By electing Trump, my community has condemned itself to further suffering. … Our schools will get poorer and our children hungrier. It will be one catastrophic tragedy out of the many a Trump presidency will generate. So yes, be angry with the white working class’s political choices. I certainly am; home will never feel like home again.

But don’t emulate Vance in your rage. Give the white working class the progressive populism it needs to survive, and invest in the areas the Democratic Party has neglected. Remember that bootstraps are for people with boots. And elegies are no use to the living.

I’ll be returning soon with more thoughts on other important issues that Hillbilly Elegy brings to the fore.

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Steve Bright

Yesterday the Supreme Court heard oral argument in McWilliams v. Dunn, a capital punishment case. The case was argued for petitioner by Steven Bright, the director of the Southern Center for Human Rights. Bright recently announced that he will retire as the Director after more than thirty years of advocacy against the death penalty.

I took a class from Steve Bright when I was a law student, and he is a remarkable man. While I do not believe that the death penalty is unconstitutional under all circumstances, his work and example did convince me that many capital sentences are unconstitutional and that the use of that sentence should be reserved for a handful of cases (far fewer than what is done now). So I just wanted to take a moment to salute him and wish him well in whatever he does next.

 

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FAN 149 (First Amendment News) On hate speech: Will Howard Dean publicly debate Eugene Volokh?

Suggestion: Howard Dean should debate Eugene Volokh at the Newseum, or at the National Constitutional Center, and/or on air — say, on CNN’s The Lead with Jake Tapper or Fox’s Tucker Carlson Tonight or on MSNBC’s Morning Joe or elsewhere. Here is why I suggest this.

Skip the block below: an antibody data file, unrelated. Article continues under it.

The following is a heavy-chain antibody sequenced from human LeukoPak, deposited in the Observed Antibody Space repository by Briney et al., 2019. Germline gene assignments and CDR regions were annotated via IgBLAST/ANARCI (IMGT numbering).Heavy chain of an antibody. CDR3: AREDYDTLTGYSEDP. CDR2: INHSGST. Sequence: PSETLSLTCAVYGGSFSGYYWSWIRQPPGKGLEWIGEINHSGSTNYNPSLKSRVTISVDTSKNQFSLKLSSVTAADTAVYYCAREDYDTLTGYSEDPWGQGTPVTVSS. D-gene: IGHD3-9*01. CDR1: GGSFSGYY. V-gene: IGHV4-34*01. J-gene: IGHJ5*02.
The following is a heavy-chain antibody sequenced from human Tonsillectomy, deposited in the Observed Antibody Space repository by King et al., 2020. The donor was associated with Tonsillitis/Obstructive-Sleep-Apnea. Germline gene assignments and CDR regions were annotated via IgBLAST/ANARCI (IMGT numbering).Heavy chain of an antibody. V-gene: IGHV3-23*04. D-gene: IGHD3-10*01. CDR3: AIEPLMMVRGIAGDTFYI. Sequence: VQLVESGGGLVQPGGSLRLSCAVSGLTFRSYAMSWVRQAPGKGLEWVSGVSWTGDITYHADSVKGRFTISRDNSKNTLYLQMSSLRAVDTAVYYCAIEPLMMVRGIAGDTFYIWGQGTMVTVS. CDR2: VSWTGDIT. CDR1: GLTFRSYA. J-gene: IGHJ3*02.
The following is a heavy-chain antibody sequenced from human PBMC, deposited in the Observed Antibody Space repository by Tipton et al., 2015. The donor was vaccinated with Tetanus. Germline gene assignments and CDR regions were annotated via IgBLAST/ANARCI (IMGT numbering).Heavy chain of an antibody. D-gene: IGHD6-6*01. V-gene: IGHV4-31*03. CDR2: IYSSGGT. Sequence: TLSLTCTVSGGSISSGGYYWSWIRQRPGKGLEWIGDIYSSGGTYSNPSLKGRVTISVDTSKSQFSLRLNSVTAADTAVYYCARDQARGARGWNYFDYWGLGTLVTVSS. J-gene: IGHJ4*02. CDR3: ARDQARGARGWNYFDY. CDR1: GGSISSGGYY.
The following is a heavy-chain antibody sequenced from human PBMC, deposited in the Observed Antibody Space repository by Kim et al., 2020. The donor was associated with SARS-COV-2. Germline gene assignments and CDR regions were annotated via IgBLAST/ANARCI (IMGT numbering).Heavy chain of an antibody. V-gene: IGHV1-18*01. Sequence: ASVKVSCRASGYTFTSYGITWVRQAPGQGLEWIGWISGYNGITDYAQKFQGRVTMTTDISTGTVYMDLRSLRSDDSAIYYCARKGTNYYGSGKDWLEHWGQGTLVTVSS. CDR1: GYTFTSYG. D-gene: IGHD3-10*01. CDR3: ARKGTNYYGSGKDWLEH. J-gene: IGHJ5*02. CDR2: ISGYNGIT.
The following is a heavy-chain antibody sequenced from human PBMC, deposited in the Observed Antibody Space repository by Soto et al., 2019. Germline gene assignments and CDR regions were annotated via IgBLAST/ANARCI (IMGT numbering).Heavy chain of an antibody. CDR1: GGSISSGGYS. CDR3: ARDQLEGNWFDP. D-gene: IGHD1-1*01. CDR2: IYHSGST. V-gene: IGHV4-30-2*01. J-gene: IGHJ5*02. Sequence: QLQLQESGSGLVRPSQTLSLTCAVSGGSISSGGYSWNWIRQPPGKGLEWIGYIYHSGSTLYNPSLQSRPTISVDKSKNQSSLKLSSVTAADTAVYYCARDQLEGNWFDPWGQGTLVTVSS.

Howard Dean

The Berkeley controversy began with a back-and-forth over cancelling and then postponing Ann Coulter’s speech at the very campus known for launching its own free-speech movement.

Then Ms. Coulter ratcheted it up a bit more with this tweet: “I’m speaking at Berkeley on April 27th, as I was invited to do and have a contract to do.”

Most recently, a First Amendment lawsuit was filed as this controversy continues to prompt ideological posturing.

Earlier, and on a related from, Steven Greenhouse weighed in with a tweet: “Free Speech Defenders Don’t Forget: Ann Coulter once said: My only regret w/ Timothy McVeigh is he did not go to the New York Times building.”

Now onto the reason why I suggest a Dean-Volokh on-air debate.

Apparently, Greenhouse’s tweet got Howard Dean’s juices flowing, so he took to Twitter:

Not to let such an assertion pass uncontested, Professor Eugene Volokh added this to the mix:

“This leads me to repeat what I’ve said before: There is no hate speech exception to the First Amendment. Hateful ideas (whatever exactly that might mean) are just as protected under the First Amendment as other ideas. One is as free to condemn, for instance, Islam — or Muslims, or Jews, or blacks, or whites, or illegal immigrants, or native-born citizens — as one is to condemn capitalism or socialism or Democrats or Republicans. As the Supreme Court noted in Christian Legal Society v. Martinez (2010), the First Amendment’s tradition of ‘protect[ing] the freedom to express ‘the thought that we hate’ ‘ includes the right to express even ‘discriminatory’ viewpoints. (The quote comes from the four liberal justices, plus Justice Anthony Kennedy, but the four more conservative justices would have entirely agreed with this, though also extended it to university-recognized student groups’ freedom to exclude members, and not just their freedom to express their thoughts.)”